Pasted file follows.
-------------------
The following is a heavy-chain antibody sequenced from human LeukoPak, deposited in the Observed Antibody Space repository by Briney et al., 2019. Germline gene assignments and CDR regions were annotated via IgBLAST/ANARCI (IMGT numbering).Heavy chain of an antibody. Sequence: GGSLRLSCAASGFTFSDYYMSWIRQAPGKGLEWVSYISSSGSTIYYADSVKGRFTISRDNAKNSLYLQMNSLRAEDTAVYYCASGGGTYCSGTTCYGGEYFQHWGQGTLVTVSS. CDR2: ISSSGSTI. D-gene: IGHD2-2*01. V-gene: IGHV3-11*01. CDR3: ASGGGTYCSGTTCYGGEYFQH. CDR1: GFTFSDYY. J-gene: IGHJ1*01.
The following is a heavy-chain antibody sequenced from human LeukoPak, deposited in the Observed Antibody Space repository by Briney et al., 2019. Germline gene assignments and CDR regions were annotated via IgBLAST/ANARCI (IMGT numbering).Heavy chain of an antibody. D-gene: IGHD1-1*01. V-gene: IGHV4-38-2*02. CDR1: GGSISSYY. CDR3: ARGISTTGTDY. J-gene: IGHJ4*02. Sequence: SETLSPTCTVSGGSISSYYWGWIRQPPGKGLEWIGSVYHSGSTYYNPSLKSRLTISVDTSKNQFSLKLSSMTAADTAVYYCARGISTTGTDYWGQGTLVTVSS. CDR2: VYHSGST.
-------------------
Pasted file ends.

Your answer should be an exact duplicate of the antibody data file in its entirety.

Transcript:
The following is a heavy-chain antibody sequenced from human LeukoPak, deposited in the Observed Antibody Space repository by Briney et al., 2019. Germline gene assignments and CDR regions were annotated via IgBLAST/ANARCI (IMGT numbering).Heavy chain of an antibody. Sequence: GGSLRLSCAASGFTFSDYYMSWIRQAPGKGLEWVSYISSSGSTIYYADSVKGRFTISRDNAKNSLYLQMNSLRAEDTAVYYCASGGGTYCSGTTCYGGEYFQHWGQGTLVTVSS. CDR2: ISSSGSTI. D-gene: IGHD2-2*01. V-gene: IGHV3-11*01. CDR3: ASGGGTYCSGTTCYGGEYFQH. CDR1: GFTFSDYY. J-gene: IGHJ1*01.
The following is a heavy-chain antibody sequenced from human LeukoPak, deposited in the Observed Antibody Space repository by Briney et al., 2019. Germline gene assignments and CDR regions were annotated via IgBLAST/ANARCI (IMGT numbering).Heavy chain of an antibody. D-gene: IGHD1-1*01. V-gene: IGHV4-38-2*02. CDR1: GGSISSYY. CDR3: ARGISTTGTDY. J-gene: IGHJ4*02. Sequence: SETLSPTCTVSGGSISSYYWGWIRQPPGKGLEWIGSVYHSGSTYYNPSLKSRLTISVDTSKNQFSLKLSSMTAADTAVYYCARGISTTGTDYWGQGTLVTVSS. CDR2: VYHSGST.